Clearance of Crime Index Offenses for the twelve month period ending with March 1967 were down to 26 percent as compared with 28.2 percent for the twelve month period ending with March 1966.
Mr. SISK. The Chair recognizes the gentleman from Virginia, Mr. Broyhill.
Mr. BROYHILL. Mr. Tobriner, apparently title I of the omnibus bill is the most controversial?
Mr. TOBRINER. No; title III.
Mr. BROYHILL. There has been more talk about title I-I think that title I is one of the most important sections of the bill. You have felt that title I of the bill enacted last year raised constitutional rights?
Mr. TOBRINER. I am not sure as to the constitutional violation of title I, but I do feel that if we are genuinely concerned about the protection of the constitutional rights of the accused as determined by the Supreme Court in the Miranda case, that those rights must be protected; that is, through the application of 5(a) of the Federal Rules of Criminal Procedure, which, you know, require the accused to be brought before a judicial officer without unnecessary delay and apprised of his rights.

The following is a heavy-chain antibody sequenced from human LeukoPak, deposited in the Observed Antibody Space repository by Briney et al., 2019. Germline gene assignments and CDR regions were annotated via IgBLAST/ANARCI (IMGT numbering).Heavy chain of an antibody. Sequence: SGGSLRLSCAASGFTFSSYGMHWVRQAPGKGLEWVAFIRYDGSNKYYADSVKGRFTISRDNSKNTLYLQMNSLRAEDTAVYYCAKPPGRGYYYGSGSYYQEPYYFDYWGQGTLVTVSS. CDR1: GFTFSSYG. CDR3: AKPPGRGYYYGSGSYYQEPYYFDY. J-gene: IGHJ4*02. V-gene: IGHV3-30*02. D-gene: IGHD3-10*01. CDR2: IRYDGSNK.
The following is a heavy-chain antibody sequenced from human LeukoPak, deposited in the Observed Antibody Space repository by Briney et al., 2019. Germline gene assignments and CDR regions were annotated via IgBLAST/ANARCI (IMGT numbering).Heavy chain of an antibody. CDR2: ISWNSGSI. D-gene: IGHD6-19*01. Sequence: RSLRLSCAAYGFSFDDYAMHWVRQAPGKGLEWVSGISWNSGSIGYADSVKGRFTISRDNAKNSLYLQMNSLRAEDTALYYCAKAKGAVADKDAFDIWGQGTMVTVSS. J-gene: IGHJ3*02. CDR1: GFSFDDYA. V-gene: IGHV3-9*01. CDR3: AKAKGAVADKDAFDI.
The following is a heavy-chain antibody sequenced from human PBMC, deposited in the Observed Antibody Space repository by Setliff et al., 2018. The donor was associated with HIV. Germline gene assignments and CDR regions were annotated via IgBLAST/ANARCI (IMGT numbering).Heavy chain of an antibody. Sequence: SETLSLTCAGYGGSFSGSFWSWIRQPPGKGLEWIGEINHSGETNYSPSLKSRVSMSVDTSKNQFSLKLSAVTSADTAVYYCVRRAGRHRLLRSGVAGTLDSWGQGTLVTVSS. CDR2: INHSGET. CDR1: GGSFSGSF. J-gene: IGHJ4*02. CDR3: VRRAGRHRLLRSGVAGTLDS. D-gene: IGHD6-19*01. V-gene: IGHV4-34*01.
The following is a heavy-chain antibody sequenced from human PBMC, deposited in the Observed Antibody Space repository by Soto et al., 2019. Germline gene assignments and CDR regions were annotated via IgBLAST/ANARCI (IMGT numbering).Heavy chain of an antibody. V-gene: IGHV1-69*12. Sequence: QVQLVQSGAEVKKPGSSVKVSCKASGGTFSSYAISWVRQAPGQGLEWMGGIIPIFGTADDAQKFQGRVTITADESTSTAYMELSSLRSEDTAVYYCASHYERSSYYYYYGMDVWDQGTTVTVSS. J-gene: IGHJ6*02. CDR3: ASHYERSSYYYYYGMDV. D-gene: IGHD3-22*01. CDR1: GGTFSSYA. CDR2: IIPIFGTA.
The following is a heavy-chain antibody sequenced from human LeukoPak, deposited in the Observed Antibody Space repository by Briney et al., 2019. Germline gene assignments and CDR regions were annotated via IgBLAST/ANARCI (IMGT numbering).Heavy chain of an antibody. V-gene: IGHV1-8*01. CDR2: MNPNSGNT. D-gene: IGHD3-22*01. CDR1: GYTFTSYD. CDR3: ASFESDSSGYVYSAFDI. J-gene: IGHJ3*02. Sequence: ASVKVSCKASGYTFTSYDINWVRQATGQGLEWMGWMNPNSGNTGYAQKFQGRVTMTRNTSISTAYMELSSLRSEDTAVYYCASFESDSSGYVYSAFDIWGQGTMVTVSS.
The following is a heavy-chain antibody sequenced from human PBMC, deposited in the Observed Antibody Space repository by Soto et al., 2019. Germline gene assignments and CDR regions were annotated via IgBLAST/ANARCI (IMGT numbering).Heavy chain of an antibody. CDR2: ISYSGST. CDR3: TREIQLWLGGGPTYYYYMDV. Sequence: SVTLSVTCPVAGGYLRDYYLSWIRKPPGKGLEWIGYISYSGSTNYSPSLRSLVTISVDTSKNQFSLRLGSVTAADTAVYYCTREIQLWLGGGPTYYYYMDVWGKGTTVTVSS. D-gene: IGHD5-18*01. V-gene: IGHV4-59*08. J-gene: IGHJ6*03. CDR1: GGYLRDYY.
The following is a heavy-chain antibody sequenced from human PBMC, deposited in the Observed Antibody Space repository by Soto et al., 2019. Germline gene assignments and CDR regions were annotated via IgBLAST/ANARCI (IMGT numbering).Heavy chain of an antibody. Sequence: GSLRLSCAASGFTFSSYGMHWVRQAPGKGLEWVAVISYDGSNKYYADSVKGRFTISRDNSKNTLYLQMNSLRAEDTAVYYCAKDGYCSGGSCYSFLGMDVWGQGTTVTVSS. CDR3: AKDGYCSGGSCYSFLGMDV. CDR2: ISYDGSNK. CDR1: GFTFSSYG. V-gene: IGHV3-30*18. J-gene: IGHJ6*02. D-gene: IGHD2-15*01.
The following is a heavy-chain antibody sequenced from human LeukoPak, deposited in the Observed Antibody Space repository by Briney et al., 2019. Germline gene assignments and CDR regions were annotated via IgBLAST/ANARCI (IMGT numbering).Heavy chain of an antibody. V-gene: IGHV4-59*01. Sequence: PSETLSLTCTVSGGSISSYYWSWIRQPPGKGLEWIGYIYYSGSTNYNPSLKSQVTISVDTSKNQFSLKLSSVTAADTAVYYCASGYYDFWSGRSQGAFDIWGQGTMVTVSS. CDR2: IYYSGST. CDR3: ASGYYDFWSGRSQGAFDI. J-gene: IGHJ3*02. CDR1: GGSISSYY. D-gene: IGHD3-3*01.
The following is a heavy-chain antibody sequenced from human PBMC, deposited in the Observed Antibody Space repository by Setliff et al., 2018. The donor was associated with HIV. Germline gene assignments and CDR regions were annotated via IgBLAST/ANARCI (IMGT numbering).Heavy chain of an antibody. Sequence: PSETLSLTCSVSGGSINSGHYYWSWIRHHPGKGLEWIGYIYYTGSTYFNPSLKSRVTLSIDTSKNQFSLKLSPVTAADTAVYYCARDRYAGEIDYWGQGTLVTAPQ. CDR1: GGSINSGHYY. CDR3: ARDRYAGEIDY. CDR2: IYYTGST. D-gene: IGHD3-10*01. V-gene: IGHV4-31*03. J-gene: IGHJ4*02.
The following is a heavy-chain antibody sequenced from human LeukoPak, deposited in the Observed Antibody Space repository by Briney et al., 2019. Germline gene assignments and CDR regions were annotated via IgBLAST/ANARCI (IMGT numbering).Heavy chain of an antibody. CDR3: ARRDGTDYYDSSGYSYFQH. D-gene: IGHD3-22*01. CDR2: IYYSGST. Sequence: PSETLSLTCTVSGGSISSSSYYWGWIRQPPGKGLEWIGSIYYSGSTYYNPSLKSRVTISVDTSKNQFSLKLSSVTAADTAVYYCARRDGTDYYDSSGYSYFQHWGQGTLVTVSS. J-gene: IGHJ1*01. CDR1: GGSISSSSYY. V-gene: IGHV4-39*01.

Mr. BROYHILL. I infer from what you have said in your testimony that there was a question of the constitutionality of it?
Mr. TOBRINER. I am not so sure, because I think that the amended title I virtually repeats the language of the Miranda case. In the first subsection, although it uses the words, "assistance of counsel," I believe, and the Miranda case uses "the presence of counsel," but I think that is a very minor difference.
Mr. BROYHILL. I am wondering how the constitutional rights of any individual would be infringed upon since it provides that the period of interrogation shall not be for more than 6 hours, and so forth.
Mr. TOBRINER. I am not sure that they would be, but it does seem to me that from a practical point of view as to these rights in a public court, where the public is admitted, it can result in far fewer contests between the police and the accused as to the adequacy of the warning and as to the assistance of counsel. And, surely, from the standpoint of practical reason it seems to me that from that position alone on that-and that rule 5(a) is more desirable.